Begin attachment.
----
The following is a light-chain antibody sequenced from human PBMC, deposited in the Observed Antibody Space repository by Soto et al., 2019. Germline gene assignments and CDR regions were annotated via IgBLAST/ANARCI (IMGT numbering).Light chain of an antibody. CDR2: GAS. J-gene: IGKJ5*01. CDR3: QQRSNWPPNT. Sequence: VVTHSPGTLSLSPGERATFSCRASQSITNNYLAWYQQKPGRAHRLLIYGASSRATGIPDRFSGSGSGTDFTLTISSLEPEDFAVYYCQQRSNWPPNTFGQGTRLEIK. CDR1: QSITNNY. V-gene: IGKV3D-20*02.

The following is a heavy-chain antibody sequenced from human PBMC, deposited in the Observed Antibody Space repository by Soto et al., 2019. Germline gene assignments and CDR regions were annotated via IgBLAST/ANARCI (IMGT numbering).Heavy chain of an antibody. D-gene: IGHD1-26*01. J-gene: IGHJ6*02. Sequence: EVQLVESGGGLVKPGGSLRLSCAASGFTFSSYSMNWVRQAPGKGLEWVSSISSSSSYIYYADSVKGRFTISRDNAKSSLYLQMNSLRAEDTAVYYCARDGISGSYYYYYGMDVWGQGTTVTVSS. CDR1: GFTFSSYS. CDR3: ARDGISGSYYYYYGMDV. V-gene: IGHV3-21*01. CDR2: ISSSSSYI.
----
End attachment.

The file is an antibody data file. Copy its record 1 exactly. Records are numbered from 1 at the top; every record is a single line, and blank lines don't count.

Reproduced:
The following is a light-chain antibody sequenced from human PBMC, deposited in the Observed Antibody Space repository by Soto et al., 2019. Germline gene assignments and CDR regions were annotated via IgBLAST/ANARCI (IMGT numbering).Light chain of an antibody. CDR2: GAS. J-gene: IGKJ5*01. CDR3: QQRSNWPPNT. Sequence: VVTHSPGTLSLSPGERATFSCRASQSITNNYLAWYQQKPGRAHRLLIYGASSRATGIPDRFSGSGSGTDFTLTISSLEPEDFAVYYCQQRSNWPPNTFGQGTRLEIK. CDR1: QSITNNY. V-gene: IGKV3D-20*02.